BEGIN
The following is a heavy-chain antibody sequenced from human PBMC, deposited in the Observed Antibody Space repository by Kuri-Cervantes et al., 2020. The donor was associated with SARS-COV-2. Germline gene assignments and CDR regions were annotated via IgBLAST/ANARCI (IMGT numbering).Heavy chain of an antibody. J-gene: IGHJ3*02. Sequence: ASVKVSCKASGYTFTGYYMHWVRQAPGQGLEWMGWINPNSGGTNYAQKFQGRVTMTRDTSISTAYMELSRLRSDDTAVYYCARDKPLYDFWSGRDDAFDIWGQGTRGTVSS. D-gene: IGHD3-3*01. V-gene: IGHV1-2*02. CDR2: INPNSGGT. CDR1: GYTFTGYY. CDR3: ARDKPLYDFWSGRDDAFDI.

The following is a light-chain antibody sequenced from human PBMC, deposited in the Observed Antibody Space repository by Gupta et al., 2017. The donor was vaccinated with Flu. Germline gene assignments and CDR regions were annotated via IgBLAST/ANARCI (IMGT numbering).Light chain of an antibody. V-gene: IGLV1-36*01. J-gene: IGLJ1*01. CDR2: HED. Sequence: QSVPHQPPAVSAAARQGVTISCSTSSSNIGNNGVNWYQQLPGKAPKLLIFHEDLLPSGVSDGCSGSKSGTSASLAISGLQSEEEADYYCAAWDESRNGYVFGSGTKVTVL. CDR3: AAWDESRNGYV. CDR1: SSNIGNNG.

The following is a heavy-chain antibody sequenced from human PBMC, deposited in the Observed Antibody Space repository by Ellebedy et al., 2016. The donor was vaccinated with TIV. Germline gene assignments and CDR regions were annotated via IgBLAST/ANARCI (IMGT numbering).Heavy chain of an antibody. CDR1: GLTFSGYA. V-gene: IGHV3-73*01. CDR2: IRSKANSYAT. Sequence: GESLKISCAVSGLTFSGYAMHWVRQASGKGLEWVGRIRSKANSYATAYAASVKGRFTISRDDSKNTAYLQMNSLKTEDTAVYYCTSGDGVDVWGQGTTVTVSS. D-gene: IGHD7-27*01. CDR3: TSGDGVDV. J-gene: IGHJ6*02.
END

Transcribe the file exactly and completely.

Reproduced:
The following is a heavy-chain antibody sequenced from human PBMC, deposited in the Observed Antibody Space repository by Kuri-Cervantes et al., 2020. The donor was associated with SARS-COV-2. Germline gene assignments and CDR regions were annotated via IgBLAST/ANARCI (IMGT numbering).Heavy chain of an antibody. J-gene: IGHJ3*02. Sequence: ASVKVSCKASGYTFTGYYMHWVRQAPGQGLEWMGWINPNSGGTNYAQKFQGRVTMTRDTSISTAYMELSRLRSDDTAVYYCARDKPLYDFWSGRDDAFDIWGQGTRGTVSS. D-gene: IGHD3-3*01. V-gene: IGHV1-2*02. CDR2: INPNSGGT. CDR1: GYTFTGYY. CDR3: ARDKPLYDFWSGRDDAFDI.

The following is a light-chain antibody sequenced from human PBMC, deposited in the Observed Antibody Space repository by Gupta et al., 2017. The donor was vaccinated with Flu. Germline gene assignments and CDR regions were annotated via IgBLAST/ANARCI (IMGT numbering).Light chain of an antibody. V-gene: IGLV1-36*01. J-gene: IGLJ1*01. CDR2: HED. Sequence: QSVPHQPPAVSAAARQGVTISCSTSSSNIGNNGVNWYQQLPGKAPKLLIFHEDLLPSGVSDGCSGSKSGTSASLAISGLQSEEEADYYCAAWDESRNGYVFGSGTKVTVL. CDR3: AAWDESRNGYV. CDR1: SSNIGNNG.

The following is a heavy-chain antibody sequenced from human PBMC, deposited in the Observed Antibody Space repository by Ellebedy et al., 2016. The donor was vaccinated with TIV. Germline gene assignments and CDR regions were annotated via IgBLAST/ANARCI (IMGT numbering).Heavy chain of an antibody. CDR1: GLTFSGYA. V-gene: IGHV3-73*01. CDR2: IRSKANSYAT. Sequence: GESLKISCAVSGLTFSGYAMHWVRQASGKGLEWVGRIRSKANSYATAYAASVKGRFTISRDDSKNTAYLQMNSLKTEDTAVYYCTSGDGVDVWGQGTTVTVSS. D-gene: IGHD7-27*01. CDR3: TSGDGVDV. J-gene: IGHJ6*02.